Poll finds majority of Israelis don't think going to a prostitute is a crime

Survey released ahead of Knesset discussion of bill to criminalize soliciting a prostitute finds 63% against such law.

prostitution (photo credit: Reuters)
(photo credit: Reuters)
Ahead of a Knesset discussion of a bill seeking to make paying for sexual services a criminal offense, a poll released Tuesday found that the majority of the public is against criminalizing the solicitation of prostitutes.
Some 63 percent of respondents to the Geocartography Institute poll, commissioned by the Association for the Regularization of Prostitution in Israel, agreed that criminal punishment should not be given to those who buy sexual services from prostitutes if both sides agree to the transaction.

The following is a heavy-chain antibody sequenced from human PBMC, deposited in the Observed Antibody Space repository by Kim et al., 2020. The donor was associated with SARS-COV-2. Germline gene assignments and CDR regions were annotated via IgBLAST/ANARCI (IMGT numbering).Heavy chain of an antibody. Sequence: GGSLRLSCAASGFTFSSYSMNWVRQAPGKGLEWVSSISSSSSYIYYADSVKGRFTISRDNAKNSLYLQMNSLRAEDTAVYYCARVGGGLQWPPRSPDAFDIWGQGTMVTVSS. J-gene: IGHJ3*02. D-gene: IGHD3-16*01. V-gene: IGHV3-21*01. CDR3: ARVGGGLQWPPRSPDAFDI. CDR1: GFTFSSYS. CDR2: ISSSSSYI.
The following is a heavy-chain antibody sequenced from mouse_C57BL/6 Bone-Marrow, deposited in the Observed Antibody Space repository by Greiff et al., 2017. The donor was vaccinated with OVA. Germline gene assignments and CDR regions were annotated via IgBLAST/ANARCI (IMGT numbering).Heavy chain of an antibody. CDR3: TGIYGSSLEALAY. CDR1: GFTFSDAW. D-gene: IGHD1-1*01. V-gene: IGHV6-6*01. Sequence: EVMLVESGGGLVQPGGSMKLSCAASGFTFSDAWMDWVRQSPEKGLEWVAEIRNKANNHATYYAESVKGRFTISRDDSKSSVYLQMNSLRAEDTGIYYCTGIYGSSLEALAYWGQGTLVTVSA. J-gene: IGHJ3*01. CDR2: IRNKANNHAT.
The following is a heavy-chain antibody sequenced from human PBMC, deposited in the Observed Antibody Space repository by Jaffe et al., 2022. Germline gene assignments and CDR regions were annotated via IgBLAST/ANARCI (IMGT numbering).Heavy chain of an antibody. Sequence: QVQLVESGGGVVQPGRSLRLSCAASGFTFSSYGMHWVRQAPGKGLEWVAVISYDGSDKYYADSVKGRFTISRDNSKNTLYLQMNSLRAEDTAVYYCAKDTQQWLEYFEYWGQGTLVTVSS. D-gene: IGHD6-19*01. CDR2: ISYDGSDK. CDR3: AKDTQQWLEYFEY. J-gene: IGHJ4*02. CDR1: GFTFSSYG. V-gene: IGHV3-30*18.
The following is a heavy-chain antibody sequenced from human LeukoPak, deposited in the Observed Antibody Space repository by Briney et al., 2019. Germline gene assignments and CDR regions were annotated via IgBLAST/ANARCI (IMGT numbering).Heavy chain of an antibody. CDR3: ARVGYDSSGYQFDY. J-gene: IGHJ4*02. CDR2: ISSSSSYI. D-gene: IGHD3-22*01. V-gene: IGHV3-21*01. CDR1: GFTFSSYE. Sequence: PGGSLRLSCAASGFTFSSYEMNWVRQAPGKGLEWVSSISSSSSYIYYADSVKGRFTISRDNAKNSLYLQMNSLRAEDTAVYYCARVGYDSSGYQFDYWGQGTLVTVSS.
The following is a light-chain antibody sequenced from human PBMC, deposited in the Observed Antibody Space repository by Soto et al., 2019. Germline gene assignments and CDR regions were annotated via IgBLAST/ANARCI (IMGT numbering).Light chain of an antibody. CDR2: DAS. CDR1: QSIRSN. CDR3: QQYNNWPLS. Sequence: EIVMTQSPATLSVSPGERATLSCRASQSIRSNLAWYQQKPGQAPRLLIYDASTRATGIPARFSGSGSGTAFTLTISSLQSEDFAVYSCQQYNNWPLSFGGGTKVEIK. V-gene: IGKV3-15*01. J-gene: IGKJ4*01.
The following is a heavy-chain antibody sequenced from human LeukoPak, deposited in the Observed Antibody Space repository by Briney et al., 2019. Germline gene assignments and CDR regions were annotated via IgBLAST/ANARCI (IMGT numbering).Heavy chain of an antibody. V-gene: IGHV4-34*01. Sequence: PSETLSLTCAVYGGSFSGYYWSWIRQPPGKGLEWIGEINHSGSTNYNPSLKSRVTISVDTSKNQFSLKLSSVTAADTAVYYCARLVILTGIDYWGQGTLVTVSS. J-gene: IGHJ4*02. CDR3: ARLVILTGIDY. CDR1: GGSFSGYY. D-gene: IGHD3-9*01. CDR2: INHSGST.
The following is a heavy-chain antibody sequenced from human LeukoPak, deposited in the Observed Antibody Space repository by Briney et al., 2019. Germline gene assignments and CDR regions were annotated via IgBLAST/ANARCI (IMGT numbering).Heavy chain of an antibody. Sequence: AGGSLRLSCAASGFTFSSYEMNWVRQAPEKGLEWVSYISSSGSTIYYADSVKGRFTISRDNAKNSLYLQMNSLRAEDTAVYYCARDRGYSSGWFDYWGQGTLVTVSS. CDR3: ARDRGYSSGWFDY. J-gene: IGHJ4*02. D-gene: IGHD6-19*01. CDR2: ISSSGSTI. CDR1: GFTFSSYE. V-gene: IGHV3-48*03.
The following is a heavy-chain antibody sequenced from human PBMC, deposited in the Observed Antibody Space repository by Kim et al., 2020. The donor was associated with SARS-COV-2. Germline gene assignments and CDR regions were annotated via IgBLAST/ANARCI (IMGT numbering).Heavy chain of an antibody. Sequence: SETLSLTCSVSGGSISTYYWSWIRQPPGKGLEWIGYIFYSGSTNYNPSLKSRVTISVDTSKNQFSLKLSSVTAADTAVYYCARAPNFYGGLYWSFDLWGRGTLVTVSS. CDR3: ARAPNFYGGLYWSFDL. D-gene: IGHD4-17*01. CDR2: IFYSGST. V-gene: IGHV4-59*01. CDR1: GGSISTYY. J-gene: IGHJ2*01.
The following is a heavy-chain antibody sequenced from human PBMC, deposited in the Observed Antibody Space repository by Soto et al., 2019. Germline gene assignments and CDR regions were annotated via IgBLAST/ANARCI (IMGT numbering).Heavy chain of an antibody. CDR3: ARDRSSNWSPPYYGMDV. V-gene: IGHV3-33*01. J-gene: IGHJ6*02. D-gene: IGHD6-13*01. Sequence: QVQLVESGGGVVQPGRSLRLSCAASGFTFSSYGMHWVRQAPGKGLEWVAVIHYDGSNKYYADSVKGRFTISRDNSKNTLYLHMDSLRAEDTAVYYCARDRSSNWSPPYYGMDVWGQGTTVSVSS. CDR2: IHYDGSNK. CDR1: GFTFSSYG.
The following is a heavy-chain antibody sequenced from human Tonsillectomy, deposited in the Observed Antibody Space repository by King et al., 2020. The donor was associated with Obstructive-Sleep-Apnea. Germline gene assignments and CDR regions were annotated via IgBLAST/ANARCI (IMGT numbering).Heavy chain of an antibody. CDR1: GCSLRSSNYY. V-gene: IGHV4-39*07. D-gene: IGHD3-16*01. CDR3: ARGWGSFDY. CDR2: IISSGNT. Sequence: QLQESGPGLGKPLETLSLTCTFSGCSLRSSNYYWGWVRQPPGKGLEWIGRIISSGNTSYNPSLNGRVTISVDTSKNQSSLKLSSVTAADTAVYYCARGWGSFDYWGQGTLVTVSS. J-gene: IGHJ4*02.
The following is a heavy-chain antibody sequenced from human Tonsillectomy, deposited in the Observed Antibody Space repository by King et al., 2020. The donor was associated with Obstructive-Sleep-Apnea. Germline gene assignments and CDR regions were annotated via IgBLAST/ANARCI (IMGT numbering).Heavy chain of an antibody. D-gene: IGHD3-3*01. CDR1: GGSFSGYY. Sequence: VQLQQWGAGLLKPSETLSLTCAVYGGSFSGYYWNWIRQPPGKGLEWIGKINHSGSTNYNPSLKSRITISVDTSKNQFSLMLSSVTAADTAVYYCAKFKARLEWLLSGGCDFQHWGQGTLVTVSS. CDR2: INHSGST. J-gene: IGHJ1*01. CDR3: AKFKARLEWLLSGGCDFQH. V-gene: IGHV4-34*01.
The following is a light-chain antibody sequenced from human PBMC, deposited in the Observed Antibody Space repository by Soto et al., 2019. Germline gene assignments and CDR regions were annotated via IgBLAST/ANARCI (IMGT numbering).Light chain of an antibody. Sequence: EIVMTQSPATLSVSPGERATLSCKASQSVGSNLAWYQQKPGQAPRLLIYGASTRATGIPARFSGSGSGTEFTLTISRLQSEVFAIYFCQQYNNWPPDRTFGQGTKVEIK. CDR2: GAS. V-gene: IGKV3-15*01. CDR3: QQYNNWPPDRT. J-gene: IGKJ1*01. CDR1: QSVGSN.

The poll was conducted among 506 adult Jewish-Israeli respondents.
The survey found that 54% of women and 73% of men do not see soliciting a prostitute as a criminal offense.
The Association for the Regularization of Prostitution in Israel claims that legislation criminalizing prostitution would mainly harm women who work as prostitutes.
"Among other things, this law would prevent those in social services and welfare from having access to the women, whose activities would be pushed underground. It would also prevent women from reporting abuse from customers from fear that they would be incriminating themselves," said the head of the association who goes under the assumed name Shelly.
"A woman has the exclusive right to decide if she wants to work in prostitution and it is forbidden for anyone to interfere," she added. "That is the meaning of feminism and we must put an end to the condescension and paternalism of politicians and others who purport to speak for the prostitutes and determine what is good for them."